Court of Appeals of Texas,
Houston (14th Dist.).
Allen ARD and Wanda Ard, Appellants,
GEMINI EXPLORATION COMPANY, Resolve Drilling Company, et al., Appellees.
Nov. 17, 1994.
Attorneys & Firms
*12 Jerry L. Hatton, Beaumont, for appellants.
Edgar F. Barnett, Houston, for appellees.
Before MURPHY and ELLIS, JJ.
Allen and Wanda Ard, appellants (“the Ards”), appeal the summary judgment granted in favor of RRS Services, Inc. (“RRS”) and Stonewall Insurance Company (“Stonewall”), and the dismissal of their claims against Gemini Exploration Company (“Gemini”) and Resolve Drilling Company (“Resolve”). The Ards sued to enforce an indemnity agreement between Resolve and RRS, Allen Ard’s employer, and to receive payment under the policy issued by Stonewall, RRS’ excess insurance carrier. We affirm in part, and reverse and remand in part.
RRS, Ard’s employer, was working under contract with a rig owner, Resolve, to drill an oil well for Gemini. The contract between RRS and Resolve contained an indemnity section in which RRS agreed to indemnify Resolve for certain actions brought against Resolve by RRS employees.1 Pursuant to the agreement, RRS purchased a $1,000,000.00 insurance policy from Homestead Insurance Company (“Homestead”) and a $4,000,000.00 excess insurance policy from Stonewall. Resolve reimbursed RRS for the premium payments on both policies. Resolve also purchased for itself a $1,000,000.00 primary insurance policy from Homestead.
On March 23, 1990, while working on the oil rig, Ard broke three vertebrae in his neck, causing him to become partially quadriplegic. Ard and his wife filed suit against Resolve and Gemini, seeking damages for his injuries. The Ards entered into a settlement agreement with Resolve and Gemini under which the Ards received the proceeds of the primary Homestead policy and an assignment of all causes of action that Resolve and Gemini had against RRS and Stonewall. In return, the Ards executed a covenant not to execute any judgments rendered against Resolve. As the assignee of Resolve’s rights against RRS under the indemnity agreement, and as a putative third party beneficiary under the Stonewall policy, the Ards filed suit against RRS and Stonewall to collect under the $4,000,000.00 policy RRS had purchased from Stonewall.
RRS, Stonewall and the Ards2 filed motions for summary judgment. The trial court granted summary judgment in favor of RRS and Stonewall, and denied the Ards’ motion. *13 The court below further decreed that because the Ards executed a non-execution covenant with Resolve and Gemini, all real controversy at interest was rendered moot3 and dismissed the case.
The Ards allege three points of error: (1) the trial court erred in granting summary judgment for RRS and Stonewall; (2) the trial court erred in overruling the Ards’ motion for summary judgment; and (3) the trial court erroneously dismissed the Ards’ claims against Resolve and Gemini, as neither party moved for summary judgment.
In their first point of error, the Ards assert that summary judgment was erroneously granted. The standards for reviewing the grant of a summary judgment are well established. First, the movant must show there is no genuine issue of material fact and that the movant is entitled to judgment as a matter of law. Second, evidence favorable to the non-movant will be taken as true. Third, every reasonable inference and any doubts must be indulged in the non-movant’s favor. Zimmelman v. Harris County, 819 S.W.2d 178, 181 (Tex.App.—Houston [1st Dist.] 1991, no writ).
RRS and Stonewall advanced the following grounds for summary judgment: (1) the indemnity agreement between RRS and Resolve was unenforceable; (2) the indemnity agreement was void, pursuant to the Texas Oil Field Anti–Indemnity Statute, TEX.CIV.PRAC. & REM.CODE ANN. § 127.001–005; (3) the Texas Oil Field Anti–Indemnity Statute limited RRS’ obligation to provide insurance coverage to $500,000.00; (4) RRS was not obligated to indemnify Gemini; and (5) the Ards’ non-execution covenant eliminated any potential indemnity obligation by RRS or insurance obligation by Stonewall. Because the trial court’s final order did not state the basis for the summary judgment, we must examine all of the theories advanced by RRS and Stonewall to determine whether any one is meritorious.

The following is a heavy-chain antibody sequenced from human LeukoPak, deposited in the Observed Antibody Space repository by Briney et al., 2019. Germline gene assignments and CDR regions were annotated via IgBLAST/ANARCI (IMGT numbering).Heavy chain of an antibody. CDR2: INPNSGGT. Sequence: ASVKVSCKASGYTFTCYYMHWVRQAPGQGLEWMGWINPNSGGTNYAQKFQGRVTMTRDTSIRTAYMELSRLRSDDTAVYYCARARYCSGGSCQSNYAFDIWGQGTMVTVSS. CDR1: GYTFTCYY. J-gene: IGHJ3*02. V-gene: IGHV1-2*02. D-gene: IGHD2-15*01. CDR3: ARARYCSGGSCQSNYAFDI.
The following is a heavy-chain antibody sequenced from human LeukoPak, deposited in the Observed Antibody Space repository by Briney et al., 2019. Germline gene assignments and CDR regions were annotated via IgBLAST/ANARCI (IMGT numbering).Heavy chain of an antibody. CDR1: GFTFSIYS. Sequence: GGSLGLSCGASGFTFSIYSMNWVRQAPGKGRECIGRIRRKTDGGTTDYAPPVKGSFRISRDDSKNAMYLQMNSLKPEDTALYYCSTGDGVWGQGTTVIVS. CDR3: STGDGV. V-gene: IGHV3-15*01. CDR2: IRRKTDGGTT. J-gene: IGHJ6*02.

In its first theory in support of summary judgment, Stonewall argued that the indemnity agreement between RRS and Resolve was unenforceable for three reasons: (1) it violated the express negligence rule; (2) personal injury claims were not covered within the scope of the agreement; and (3) the claim was barred by the Texas Workers’ Compensation Act.
Stonewall and RRS, in briefs and at submission, urged that because personal injury was not specifically listed as a claim covered by the indemnity agreement, the agreement did not meet the requirements of the express negligence test. Stonewall and RRS, however, misapply the express negligence test. The express negligence test is very narrow, requiring simply that “parties seeking to indemnify the indemnitee from the consequences of its own negligence must express that intent in specific terms.”4 Ethyl *14 Corp. v. Daniel Constr. Co., 725 S.W.2d 705, 708 (Tex.1987). The agreement at issue stated:
5. Indemnity. Contractor [RRS] agrees to indemnify and hold the Company [Resolve], including its affiliates, directors, officers, shareholders, employees, successors and assigns (collectively, the “Company Indemnified Parties”), harmless from all suits, actions, demands, damages, costs, expenses, or claims or any character, type or description, including the expenses of litigation, court costs, and reasonable attorney fees brought or made for or on account of the employment relationship between contractor and its employees, including, without limitation, all suits, actions, claims, demands, damages, costs, or expenses brought by contractor’s employees under the applicable workers’ compensation statute and other claims by its personnel for violation of civil rights, hiring practices and other employment laws. Such obligation of the contractor to indemnify the Company Indemnified Parties shall be without regard to the cause or causes (including preexisting conditions or conditions of the workplace or equipment provided by the Company) or the negligence of the Company Indemnified Parties, whether the negligence be active or passive, sole or concurrent, simple or gross, comparative, contractual, or any other degree or type of negligence.... (emphasis added)